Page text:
Characters Discussed

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Last Updated September 6, 2023.


Zifa is a complex and contradictory character. In most respects, he is a good husband and father and deeply devoted to his wife, Ebiere. Zifa is also a proud and arrogant man who refuses to accept that he is impotent. He repeatedly rejects help, saying,

This is a plight

that allows for no help.

And I will not be the man

To open myself for others to trample on.

Instead, he casts the blame for his problem on others, particularly Ebiere. He believes that he can defy divine will by forcing matters against the advice of his elders. Zifa's arrogance also leads him to make a series of fatal mistakes. He refuses to receive help from others, even when it is freely offered to him. This pride ultimately leads to his downfall, as it prevents him from seeing the danger that he and his family are in.

As a noble and well-intentioned character brought down by his flaws, Zifa is a tragic hero. The audience can sympathize with him, but they also see how his flaws ultimately lead to his demise.


Ebiere, Zifa's wife, is frustrated by her husband's impotence and wants to have more children. However, she rebukes Masseur when he suggests that she have religiously sanctioned intercourse with her brother-in-law Tonye to fulfill this desire.

However, her sexual frustrations soon overcome her. First, she lashes out at her young child. Then, she seduces Tonye and conducts an illicit affair with him. She is clearly unhappy with her family and situation, as is evident when she urges Tonye to run away with her:

EBIERE: . . . Tonye, Let us fly

And set up a house in another creek. You'll

Cast your net and I'll hold the stern until

We have our child.

Tonye rejects this idea, and the inevitable confrontation with Zifa nearly leads to Ebiere's death.


The "half-possessed aunt" of Zifa, Orukorere has the blessing of foresight but is cursed so that she is never believed. Her frantic visions and erratic behavior lead others to think she is senile. However, she sees events much more clearly than most people around her.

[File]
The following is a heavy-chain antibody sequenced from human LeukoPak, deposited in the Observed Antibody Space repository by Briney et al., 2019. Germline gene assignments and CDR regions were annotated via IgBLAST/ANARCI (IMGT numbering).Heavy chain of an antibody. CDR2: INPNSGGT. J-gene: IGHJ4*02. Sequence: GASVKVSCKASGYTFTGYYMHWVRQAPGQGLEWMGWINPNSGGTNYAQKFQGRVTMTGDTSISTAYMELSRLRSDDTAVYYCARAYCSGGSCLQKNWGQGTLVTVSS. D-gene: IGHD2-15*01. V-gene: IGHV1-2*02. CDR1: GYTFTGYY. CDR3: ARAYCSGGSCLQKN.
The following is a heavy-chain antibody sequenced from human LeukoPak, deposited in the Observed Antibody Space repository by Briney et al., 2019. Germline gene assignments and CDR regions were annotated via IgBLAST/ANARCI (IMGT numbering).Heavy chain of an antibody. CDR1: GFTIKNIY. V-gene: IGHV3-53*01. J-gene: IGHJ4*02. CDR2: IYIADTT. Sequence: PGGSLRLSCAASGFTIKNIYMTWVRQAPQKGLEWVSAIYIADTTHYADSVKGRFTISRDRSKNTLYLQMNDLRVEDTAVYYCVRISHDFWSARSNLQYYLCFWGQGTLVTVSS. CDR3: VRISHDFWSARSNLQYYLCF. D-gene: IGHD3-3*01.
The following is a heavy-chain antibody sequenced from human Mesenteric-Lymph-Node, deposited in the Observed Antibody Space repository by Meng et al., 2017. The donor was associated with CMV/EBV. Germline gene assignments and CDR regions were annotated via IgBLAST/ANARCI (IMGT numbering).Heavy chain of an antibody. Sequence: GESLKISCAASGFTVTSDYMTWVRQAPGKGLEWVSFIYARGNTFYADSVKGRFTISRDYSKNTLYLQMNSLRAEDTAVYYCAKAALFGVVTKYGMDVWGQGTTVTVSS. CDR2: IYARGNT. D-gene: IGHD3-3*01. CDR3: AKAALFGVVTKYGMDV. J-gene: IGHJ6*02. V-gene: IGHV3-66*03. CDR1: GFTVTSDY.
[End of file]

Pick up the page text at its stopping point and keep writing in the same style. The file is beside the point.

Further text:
Despite her reputation, Orukorere is often called upon to offer advice. She tells Zifa that a sacrifice should be made, even though he misunderstands his role in the rite. She also comforts Dode when he witnesses his mother and uncle's affair. Orukorere tries to maintain the sanctity and respect of the family, even though she is often a subject of ridicule by those who fail to understand her.


Tonye, Zifa's younger brother, tries to be a responsible man, looking after the women and children of the household. He attempts to console Ebiere, telling her she should be content with the blessings she already enjoys. At first, he tries to ward off Ebiere's sexual advances. However, he soon gives in. Eventually, in his shame, Tonye attempts to escape his guilt by taking his own life.


Masseur, the elderly healer and oracle, serves as the voice of principle and virtue for the people of his village. He urges Zifa to take responsibility for his problems and impotence. Masseur symbolizes the community and understands the value of going to others for help. Thoughtful and humble, he is, in many ways, the opposite of the rash and arrogant Zifa.

The Neighbors

Three neighbors serve the role of the chorus in this play. They provide commentary on the goings-on of the other characters and explain offstage action. They are sometimes presented as nosy gossips, particularly when commenting on Orukorere's strange behavior. However, they also show concern for Zifa and his family and quickly help during crises.


Dode is the young child of Zifa and Ebiere. He is presented as energetic and inquisitive, as well as innocent in the transgressions of his parents.

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